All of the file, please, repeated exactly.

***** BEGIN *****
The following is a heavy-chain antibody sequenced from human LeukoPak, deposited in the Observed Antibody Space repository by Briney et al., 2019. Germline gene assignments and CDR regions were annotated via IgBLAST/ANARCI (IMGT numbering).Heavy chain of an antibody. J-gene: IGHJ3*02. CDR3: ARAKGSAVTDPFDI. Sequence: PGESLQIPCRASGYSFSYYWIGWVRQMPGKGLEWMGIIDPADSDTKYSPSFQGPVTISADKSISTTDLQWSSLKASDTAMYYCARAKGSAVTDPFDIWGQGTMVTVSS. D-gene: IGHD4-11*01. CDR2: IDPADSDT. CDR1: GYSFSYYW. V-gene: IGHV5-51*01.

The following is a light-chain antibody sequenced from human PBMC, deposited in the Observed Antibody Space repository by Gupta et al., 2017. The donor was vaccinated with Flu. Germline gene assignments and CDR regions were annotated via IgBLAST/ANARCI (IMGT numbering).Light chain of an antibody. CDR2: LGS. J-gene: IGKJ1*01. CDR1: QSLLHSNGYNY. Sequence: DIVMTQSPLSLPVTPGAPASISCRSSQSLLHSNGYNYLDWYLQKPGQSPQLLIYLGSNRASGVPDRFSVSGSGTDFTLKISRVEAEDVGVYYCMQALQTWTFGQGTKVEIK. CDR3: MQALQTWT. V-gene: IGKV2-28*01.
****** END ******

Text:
The following is a heavy-chain antibody sequenced from human LeukoPak, deposited in the Observed Antibody Space repository by Briney et al., 2019. Germline gene assignments and CDR regions were annotated via IgBLAST/ANARCI (IMGT numbering).Heavy chain of an antibody. J-gene: IGHJ3*02. CDR3: ARAKGSAVTDPFDI. Sequence: PGESLQIPCRASGYSFSYYWIGWVRQMPGKGLEWMGIIDPADSDTKYSPSFQGPVTISADKSISTTDLQWSSLKASDTAMYYCARAKGSAVTDPFDIWGQGTMVTVSS. D-gene: IGHD4-11*01. CDR2: IDPADSDT. CDR1: GYSFSYYW. V-gene: IGHV5-51*01.

The following is a light-chain antibody sequenced from human PBMC, deposited in the Observed Antibody Space repository by Gupta et al., 2017. The donor was vaccinated with Flu. Germline gene assignments and CDR regions were annotated via IgBLAST/ANARCI (IMGT numbering).Light chain of an antibody. CDR2: LGS. J-gene: IGKJ1*01. CDR1: QSLLHSNGYNY. Sequence: DIVMTQSPLSLPVTPGAPASISCRSSQSLLHSNGYNYLDWYLQKPGQSPQLLIYLGSNRASGVPDRFSVSGSGTDFTLKISRVEAEDVGVYYCMQALQTWTFGQGTKVEIK. CDR3: MQALQTWT. V-gene: IGKV2-28*01.